I truly love metal tour packages because they often reject boring homogenous bills in favour of omnivorous showcases for the beautiful diversity of aggressive music. Last Wednesday, Club Soda hosted a wonderfully eclectic bill — the traditionalist death metal of scene veterans Obituary, sharing the stage with the elegant progressive doom of Pallbearer and the ecstatic blackened thrash of Skeletonwitch.
Florida’s Obituary were regal headliners, unleashing a career spanning set that acted as a brutal reminder of their astonishing consistency over a career that stretches back into the 80s. Their performance felt like a joyous victory lap, with vocalist and founding member John Tardy smiling through his gnarled growls, while guitarists Terry Andrews and Trevor Peres moved about the stage with abandon while perfectly executing those careening classic death metal riffs.
For this tour, the band decided to crowd-source their setlists using social media, tailoring every performance to the tastes of their longtime fans in each city they visited. I wasn’t previously familiar with the band’s music, but the song selection seemed to draw unanimous praise from those in attendance. The pit, a riotous tumbleweed of limbs, did not let up for the entire hour or so that Obituary performed. I can’t think of a better endorsement for a death metal band.
Unlike the headliners, Pallbearer did not conjure a frothy mosh pit. Though to be fair, their music doesn’t quite lend itself to that type of physical response. Theirs is the sound of deep, neck-muscle shredding head-banging — towering columns of sound sculpted by lurching antediluvian riffs. The band delivered a stately and elegant performance, though Brett Campbell’s soaring clean vocal melodies occasionally struggled to be heard over the low-end din. Joseph Rowland’s bass was particularly unhinged, the fuzzed-out tone of his nimble fills and root work occasionally swallowing the songs into a scuzzy vortex.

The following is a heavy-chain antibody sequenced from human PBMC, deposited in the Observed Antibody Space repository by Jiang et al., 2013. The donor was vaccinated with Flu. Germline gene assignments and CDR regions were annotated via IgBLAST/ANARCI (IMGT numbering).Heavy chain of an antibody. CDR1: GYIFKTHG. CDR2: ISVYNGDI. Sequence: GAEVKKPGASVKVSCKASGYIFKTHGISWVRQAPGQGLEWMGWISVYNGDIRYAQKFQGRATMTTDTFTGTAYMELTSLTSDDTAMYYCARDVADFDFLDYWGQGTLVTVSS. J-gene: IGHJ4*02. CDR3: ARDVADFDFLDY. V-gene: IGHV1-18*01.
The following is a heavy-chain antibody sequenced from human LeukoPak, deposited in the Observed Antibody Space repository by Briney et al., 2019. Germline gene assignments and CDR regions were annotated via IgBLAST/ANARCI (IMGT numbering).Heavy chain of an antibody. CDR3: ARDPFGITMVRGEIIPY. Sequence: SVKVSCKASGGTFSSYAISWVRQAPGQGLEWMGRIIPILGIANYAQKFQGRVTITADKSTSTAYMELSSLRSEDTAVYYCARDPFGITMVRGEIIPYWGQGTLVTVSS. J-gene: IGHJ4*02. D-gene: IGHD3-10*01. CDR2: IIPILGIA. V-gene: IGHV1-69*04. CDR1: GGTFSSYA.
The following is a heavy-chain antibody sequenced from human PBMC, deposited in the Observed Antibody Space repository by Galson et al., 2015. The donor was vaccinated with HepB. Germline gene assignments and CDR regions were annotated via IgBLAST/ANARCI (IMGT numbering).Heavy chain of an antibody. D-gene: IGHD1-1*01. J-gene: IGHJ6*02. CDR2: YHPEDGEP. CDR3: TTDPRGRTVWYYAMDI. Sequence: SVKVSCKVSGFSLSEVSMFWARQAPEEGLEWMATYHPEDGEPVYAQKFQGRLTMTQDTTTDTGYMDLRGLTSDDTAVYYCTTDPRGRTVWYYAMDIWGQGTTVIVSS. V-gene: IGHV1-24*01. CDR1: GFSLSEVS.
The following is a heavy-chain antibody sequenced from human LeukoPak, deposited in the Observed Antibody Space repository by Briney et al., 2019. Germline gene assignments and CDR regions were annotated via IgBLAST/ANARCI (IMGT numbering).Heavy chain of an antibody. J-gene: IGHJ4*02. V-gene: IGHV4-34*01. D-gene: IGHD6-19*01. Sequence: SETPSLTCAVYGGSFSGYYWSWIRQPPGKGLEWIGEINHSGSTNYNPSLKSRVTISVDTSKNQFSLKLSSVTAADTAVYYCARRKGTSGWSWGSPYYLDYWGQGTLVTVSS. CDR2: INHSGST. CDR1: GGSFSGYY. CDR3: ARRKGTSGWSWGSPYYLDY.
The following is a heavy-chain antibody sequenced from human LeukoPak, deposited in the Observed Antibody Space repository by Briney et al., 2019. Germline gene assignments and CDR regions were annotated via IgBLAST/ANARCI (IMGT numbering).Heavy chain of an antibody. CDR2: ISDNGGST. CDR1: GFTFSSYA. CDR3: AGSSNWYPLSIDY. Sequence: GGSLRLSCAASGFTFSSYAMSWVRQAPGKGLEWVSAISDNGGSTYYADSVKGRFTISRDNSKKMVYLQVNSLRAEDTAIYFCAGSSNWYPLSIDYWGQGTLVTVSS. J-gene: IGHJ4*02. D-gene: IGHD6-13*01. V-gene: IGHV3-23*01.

Their setlist de-emphasized Pallbearer’s softer, more melodic side, and instead capitalized on the crushing weight of their songcraft. New song “Dropout” was the notable exception, being a fairly straightforward rock-song opening with an uplifting sky-tearing lead from Campbell. And at around 5 minutes, it is one of the shortest songs and most accessible songs in the band’s repertoire. Overall, Pallbearer’s refined pace was a welcome respite in a bill otherwise marked by speed and savagery.
Before them, Athens Ohio’s Skeletonwitch were truly the evening’s highlight for me, despite barely being familiar with them. After tumultuous line-up changes in the last few years that saw them parting ways with their original vocalist, the band appeared revitalized and hungry – their performance celebratory and electric. New singer Adam Clemans had a compelling, charismatic stage-presence to match his impressive vocal delivery. Clad in white jeans, a leather jacket, and leather biker-gloves, Clemans had the air of a demon-possessed greaser and somehow managed to sell the look. He brought fire and brimstone to old Skeletonwitch classics like “Beyond the Permafrost” and newer material alike.
The band will be releasing its first full length in five years, *Devouring Radiant Light*, this summer, and they previewed it by playing the ambitious “Fen of Shadows”. The song is a bit of a departure from Skeletonwitch’s usual approach, injecting even more black metal ambience and menace into their sound, all while playing with heretofore unheard songwriting complexity. “Fen of Shadows” still builds to the band’s signature swashbuckling, galloping riffs, it just takes the scenic route getting there, indulging in mournful lead melodies and softer, melodic breakdowns. It’s a good look for the group, and I can’t wait to hear more from their new album. If their performance was anything to go by, Skeletonwitch seems to be on the cusp of a brilliant new chapter of their career.
It is a good time to be a metal fan, and this bill was a reminder of the tremendous richness to be currently found in extreme music. None of these bands are to be missed next time they come through Montreal.
Review + Photos – Jean-Michel LacombeShare this :